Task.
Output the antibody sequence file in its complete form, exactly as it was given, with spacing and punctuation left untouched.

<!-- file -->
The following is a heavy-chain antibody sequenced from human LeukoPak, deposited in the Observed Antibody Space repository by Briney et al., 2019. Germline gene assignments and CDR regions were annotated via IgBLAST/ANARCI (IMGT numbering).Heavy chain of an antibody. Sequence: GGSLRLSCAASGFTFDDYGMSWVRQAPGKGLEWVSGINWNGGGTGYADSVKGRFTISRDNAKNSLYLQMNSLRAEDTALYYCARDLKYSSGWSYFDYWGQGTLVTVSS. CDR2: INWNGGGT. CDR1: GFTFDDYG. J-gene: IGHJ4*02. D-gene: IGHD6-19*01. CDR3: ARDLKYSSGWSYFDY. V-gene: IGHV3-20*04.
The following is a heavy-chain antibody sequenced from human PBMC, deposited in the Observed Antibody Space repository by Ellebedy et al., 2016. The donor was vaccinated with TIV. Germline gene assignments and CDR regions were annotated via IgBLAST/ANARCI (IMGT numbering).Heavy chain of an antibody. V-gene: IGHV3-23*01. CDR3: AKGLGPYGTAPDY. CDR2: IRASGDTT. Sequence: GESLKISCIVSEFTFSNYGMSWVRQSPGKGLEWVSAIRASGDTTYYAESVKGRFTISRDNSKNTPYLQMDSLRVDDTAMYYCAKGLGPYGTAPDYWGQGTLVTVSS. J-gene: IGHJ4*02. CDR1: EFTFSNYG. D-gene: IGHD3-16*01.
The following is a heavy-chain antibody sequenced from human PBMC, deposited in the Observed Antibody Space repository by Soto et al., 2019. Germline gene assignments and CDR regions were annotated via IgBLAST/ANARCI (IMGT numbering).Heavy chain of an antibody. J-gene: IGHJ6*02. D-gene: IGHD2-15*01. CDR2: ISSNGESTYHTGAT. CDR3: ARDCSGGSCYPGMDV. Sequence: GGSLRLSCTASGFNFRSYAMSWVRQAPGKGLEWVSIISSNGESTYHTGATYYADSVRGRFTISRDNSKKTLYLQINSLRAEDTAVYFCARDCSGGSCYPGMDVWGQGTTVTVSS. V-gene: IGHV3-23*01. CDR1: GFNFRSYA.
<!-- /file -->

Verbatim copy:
The following is a heavy-chain antibody sequenced from human LeukoPak, deposited in the Observed Antibody Space repository by Briney et al., 2019. Germline gene assignments and CDR regions were annotated via IgBLAST/ANARCI (IMGT numbering).Heavy chain of an antibody. Sequence: GGSLRLSCAASGFTFDDYGMSWVRQAPGKGLEWVSGINWNGGGTGYADSVKGRFTISRDNAKNSLYLQMNSLRAEDTALYYCARDLKYSSGWSYFDYWGQGTLVTVSS. CDR2: INWNGGGT. CDR1: GFTFDDYG. J-gene: IGHJ4*02. D-gene: IGHD6-19*01. CDR3: ARDLKYSSGWSYFDY. V-gene: IGHV3-20*04.
The following is a heavy-chain antibody sequenced from human PBMC, deposited in the Observed Antibody Space repository by Ellebedy et al., 2016. The donor was vaccinated with TIV. Germline gene assignments and CDR regions were annotated via IgBLAST/ANARCI (IMGT numbering).Heavy chain of an antibody. V-gene: IGHV3-23*01. CDR3: AKGLGPYGTAPDY. CDR2: IRASGDTT. Sequence: GESLKISCIVSEFTFSNYGMSWVRQSPGKGLEWVSAIRASGDTTYYAESVKGRFTISRDNSKNTPYLQMDSLRVDDTAMYYCAKGLGPYGTAPDYWGQGTLVTVSS. J-gene: IGHJ4*02. CDR1: EFTFSNYG. D-gene: IGHD3-16*01.
The following is a heavy-chain antibody sequenced from human PBMC, deposited in the Observed Antibody Space repository by Soto et al., 2019. Germline gene assignments and CDR regions were annotated via IgBLAST/ANARCI (IMGT numbering).Heavy chain of an antibody. J-gene: IGHJ6*02. D-gene: IGHD2-15*01. CDR2: ISSNGESTYHTGAT. CDR3: ARDCSGGSCYPGMDV. Sequence: GGSLRLSCTASGFNFRSYAMSWVRQAPGKGLEWVSIISSNGESTYHTGATYYADSVRGRFTISRDNSKKTLYLQINSLRAEDTAVYFCARDCSGGSCYPGMDVWGQGTTVTVSS. V-gene: IGHV3-23*01. CDR1: GFNFRSYA.